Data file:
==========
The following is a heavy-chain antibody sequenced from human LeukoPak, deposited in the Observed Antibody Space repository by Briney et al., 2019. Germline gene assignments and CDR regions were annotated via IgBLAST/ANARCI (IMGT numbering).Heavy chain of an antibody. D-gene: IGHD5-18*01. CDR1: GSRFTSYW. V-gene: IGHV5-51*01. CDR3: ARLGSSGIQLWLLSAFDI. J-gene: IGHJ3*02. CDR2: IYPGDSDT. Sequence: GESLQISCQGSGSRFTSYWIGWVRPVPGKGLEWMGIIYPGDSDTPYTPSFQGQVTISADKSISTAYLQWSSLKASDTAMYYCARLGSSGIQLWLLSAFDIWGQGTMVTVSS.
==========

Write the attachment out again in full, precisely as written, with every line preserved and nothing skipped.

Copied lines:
The following is a heavy-chain antibody sequenced from human LeukoPak, deposited in the Observed Antibody Space repository by Briney et al., 2019. Germline gene assignments and CDR regions were annotated via IgBLAST/ANARCI (IMGT numbering).Heavy chain of an antibody. D-gene: IGHD5-18*01. CDR1: GSRFTSYW. V-gene: IGHV5-51*01. CDR3: ARLGSSGIQLWLLSAFDI. J-gene: IGHJ3*02. CDR2: IYPGDSDT. Sequence: GESLQISCQGSGSRFTSYWIGWVRPVPGKGLEWMGIIYPGDSDTPYTPSFQGQVTISADKSISTAYLQWSSLKASDTAMYYCARLGSSGIQLWLLSAFDIWGQGTMVTVSS.